“Did our discussion meet the titles of the six memos from Italo Calvino?”, asks Narrator.

“I think so”, says Carla.

“Fully”, says Man.

[1] See also: Calvino, Italo, Six Memos for the next Millennium. New York: Vintage Books, 1993

[2] Source image: http://nl.wikipedia.org/wiki/Santa_Maria_Novella

[3] See: Heschel, Abraham Joshua, De mens is niet alleen – De ervaring van Gods aanwezigheid. Utrecht: Kok, 2011. The original edition is: Heschel, Abraham Joshua, Man is not alone – A Philosophy of Religion. New York: Farrar, Straus and Giroux, 1951. See also: http://nl.wikipedia.org/wiki/Abraham_Joshua_Heschel

[4] See also: Origo, Jan van, Who are you – A survey into our existence – 1. Omnia – Amsterdam Publisher, 2012, p. 50 – 51

[5] See: Heschel, Abraham Joshua, De mens is niet alleen – De ervaring van Gods aanwezigheid. Utrecht: Kok, 2011, p. 85.

[6] Source image: http://www.amazon.com/Man-Is-Not-Alone-Philosophy/dp/B0015KDICQ

[7] See amongst others: http://en.wikipedia.org/wiki/%C4%80tman_(Hinduism)

[8] The word Brahman is probably derived from the verbroot √bhṝ meaning “enhance or enlarge”. See for a further introduction: http://en.wikipedia.org/wiki/Brahman

[9] Upanishad literally means in Sanskrit: “sitting down to”. This sitting takes place near a teacher for teaching in the perpetual all-encompassing mystery that is our life is. Source: electronic version of the dictionary Monier-Williams – MWDDS V1.5 Beta.  Zie ook: http://en.wikipedia.org/wiki/Upanishads

[10] Source image: http://en.wikipedia.org/wiki/Brahman

[11] See also: Badrinath, Chaturvedi, The Mahābhārata – An Inquiry in the human Condition. New Delhi: Orient Longman Private Limited, 2006, p. 67 – 68

[12] See also: Origo, Jan van, Who are you – A survey into our existence – 1. Omnia – Amsterdam publisher, 2012, p. 65 – 67;  Cook, Francis, Hua-Yen Buddhism: The Jewel Net of Indra. University Park and London: The Pennsylvania State University Press, 1977; Cleary, Thomas, Entry Into the Inconceivable: An Introduction to Hua-yen Buddhism. Boston:  Shambhala, 2002; en Cleary, Thomas, The Flower Ornament Scripture, a Translation of the Avatamsaka Sutra. Boston: Shambhala, 1993

[13] Source: Badrinath, Chaturvedi, The Mahābhārata – An Inquiry in the human Condition. New Delhi: Orient Longman Private Limited, 2006, p. 68. See also chapter 4 for an introduction to Dharma.

[14] Dharmakshetra consists of Dharma “placing of the continuous self/Self”, and “kshetra” – litterally: field (to be ploughed).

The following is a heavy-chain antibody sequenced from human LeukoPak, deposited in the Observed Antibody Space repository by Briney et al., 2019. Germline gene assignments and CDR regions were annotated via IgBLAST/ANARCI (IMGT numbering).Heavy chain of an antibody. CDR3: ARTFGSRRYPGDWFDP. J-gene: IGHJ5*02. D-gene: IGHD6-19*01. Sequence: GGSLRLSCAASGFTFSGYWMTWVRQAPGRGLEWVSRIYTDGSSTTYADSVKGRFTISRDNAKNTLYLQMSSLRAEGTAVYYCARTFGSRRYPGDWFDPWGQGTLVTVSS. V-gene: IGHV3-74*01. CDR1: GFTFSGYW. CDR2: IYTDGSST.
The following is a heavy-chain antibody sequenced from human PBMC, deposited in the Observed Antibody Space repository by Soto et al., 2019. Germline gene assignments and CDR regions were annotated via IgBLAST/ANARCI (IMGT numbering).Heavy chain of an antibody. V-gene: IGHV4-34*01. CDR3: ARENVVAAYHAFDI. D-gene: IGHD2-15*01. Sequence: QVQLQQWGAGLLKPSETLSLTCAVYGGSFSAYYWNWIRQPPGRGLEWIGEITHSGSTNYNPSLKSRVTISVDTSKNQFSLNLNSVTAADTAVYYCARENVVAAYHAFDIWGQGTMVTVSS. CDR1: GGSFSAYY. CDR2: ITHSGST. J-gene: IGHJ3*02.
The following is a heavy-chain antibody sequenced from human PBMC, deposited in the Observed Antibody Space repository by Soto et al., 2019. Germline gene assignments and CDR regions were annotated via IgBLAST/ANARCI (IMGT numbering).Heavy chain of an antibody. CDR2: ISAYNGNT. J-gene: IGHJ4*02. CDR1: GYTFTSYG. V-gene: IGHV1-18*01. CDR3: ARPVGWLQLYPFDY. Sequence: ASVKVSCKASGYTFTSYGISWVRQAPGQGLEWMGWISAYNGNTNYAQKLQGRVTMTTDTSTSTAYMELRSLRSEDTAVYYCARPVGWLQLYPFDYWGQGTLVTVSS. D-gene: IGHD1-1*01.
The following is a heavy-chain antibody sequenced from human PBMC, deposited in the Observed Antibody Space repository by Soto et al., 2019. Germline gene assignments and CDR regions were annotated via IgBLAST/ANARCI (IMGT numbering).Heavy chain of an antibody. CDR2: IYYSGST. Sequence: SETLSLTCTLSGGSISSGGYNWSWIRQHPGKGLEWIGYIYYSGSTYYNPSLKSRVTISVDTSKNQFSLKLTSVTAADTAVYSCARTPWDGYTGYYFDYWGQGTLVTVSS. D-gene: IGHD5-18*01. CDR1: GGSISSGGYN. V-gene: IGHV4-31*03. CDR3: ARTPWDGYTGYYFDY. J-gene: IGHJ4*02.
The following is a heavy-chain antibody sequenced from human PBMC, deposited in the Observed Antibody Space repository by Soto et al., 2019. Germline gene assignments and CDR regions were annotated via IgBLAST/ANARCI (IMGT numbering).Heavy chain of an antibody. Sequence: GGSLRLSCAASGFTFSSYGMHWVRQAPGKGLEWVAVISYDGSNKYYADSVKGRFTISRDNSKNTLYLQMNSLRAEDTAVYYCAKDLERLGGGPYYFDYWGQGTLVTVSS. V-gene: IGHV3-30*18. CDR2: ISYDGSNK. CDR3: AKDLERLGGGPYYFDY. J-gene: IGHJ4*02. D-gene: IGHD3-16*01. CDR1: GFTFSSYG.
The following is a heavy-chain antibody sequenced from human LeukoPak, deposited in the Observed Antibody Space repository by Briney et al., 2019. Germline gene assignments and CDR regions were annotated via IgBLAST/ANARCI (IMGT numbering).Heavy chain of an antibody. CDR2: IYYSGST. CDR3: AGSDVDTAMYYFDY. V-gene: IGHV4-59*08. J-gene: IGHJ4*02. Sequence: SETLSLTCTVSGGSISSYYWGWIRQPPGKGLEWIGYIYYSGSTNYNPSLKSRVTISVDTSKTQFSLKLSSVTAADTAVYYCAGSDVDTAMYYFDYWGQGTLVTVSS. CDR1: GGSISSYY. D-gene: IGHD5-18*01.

[15] Kurukshetra consists of Kuru – a conjugation of “kr” meaning “to make, do or act” and “kshetra” – litterally: veld (to be ploughed).

[16] See also: chapter 5 of Badrinath, Chaturvedi, The Mahābhārata – An Inquiry in the human Condition. New Delhi: Orient Longman Private Limited, 2006

[17] Source image: http://www.exoticindiaart.com/book/details/mahabharata-inquiry-in-human-condition-idh471/

Narrator – points to the snow

The first snow fell early in autumn; the days were still not very short. In that dark morning the crackling of snow under my shoes sounded muted in the Prästgatan wherein the Golden House of hopes and dreams was situated on the island Gamla Stan in Stockholm.

Prästgatan in Juni[1]

The white snow and cold absorbed all colours; the Moon and the starry sky merged with the snow and the full colours of last summer were gone. In the course of the morning the snow was smeared by everyday life. That evening a vague glow appeared in the light of lanterns.

Prästgatan in December[2]

My beloved came home that night from a visit to his sick mother in America. His return was the beginning of a big change in our lives. He wanted to live closer to his mother, because due to her illness she only had less than a years to live. During his stay in America my beloved visited various Buddhist communities; he had decided to enter a convent near the house of his parents. The contact with his father was still stiff by their mutual incomprehension about his evasion of military service during the Viet Nam war. Unbeknownst to my beloved, I wrote a letter to his father in which I made a comparison between the general pardon of president Carter in 1977 for evasion of military service during the Viet Nam war and the parable of the lost son [3] in the New Testament: Your son was lost and he is found [4] by the general pardon. After the next visit to his parents my beloved returned joyfully; his father had welcomed him with open arms.

That winter my beloved toiled on a Buddhist question in which a teacher points to the snow and asks: “Is there any that can go beyond this colour?”. Another teacher said: “At this point I had have pushed it over for him”.  A third teacher said: “He only knows how to push down, he does not know how to help up”. [5]